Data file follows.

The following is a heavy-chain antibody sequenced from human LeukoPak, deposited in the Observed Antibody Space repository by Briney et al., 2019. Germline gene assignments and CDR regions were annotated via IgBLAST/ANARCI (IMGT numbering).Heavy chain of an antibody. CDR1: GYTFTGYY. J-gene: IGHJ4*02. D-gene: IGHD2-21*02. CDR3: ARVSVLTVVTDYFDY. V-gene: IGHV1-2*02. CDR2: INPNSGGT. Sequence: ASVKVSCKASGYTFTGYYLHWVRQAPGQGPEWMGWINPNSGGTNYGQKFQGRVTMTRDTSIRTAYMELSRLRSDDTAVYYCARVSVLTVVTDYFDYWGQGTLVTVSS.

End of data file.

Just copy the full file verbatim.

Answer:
The following is a heavy-chain antibody sequenced from human LeukoPak, deposited in the Observed Antibody Space repository by Briney et al., 2019. Germline gene assignments and CDR regions were annotated via IgBLAST/ANARCI (IMGT numbering).Heavy chain of an antibody. CDR1: GYTFTGYY. J-gene: IGHJ4*02. D-gene: IGHD2-21*02. CDR3: ARVSVLTVVTDYFDY. V-gene: IGHV1-2*02. CDR2: INPNSGGT. Sequence: ASVKVSCKASGYTFTGYYLHWVRQAPGQGPEWMGWINPNSGGTNYGQKFQGRVTMTRDTSIRTAYMELSRLRSDDTAVYYCARVSVLTVVTDYFDYWGQGTLVTVSS.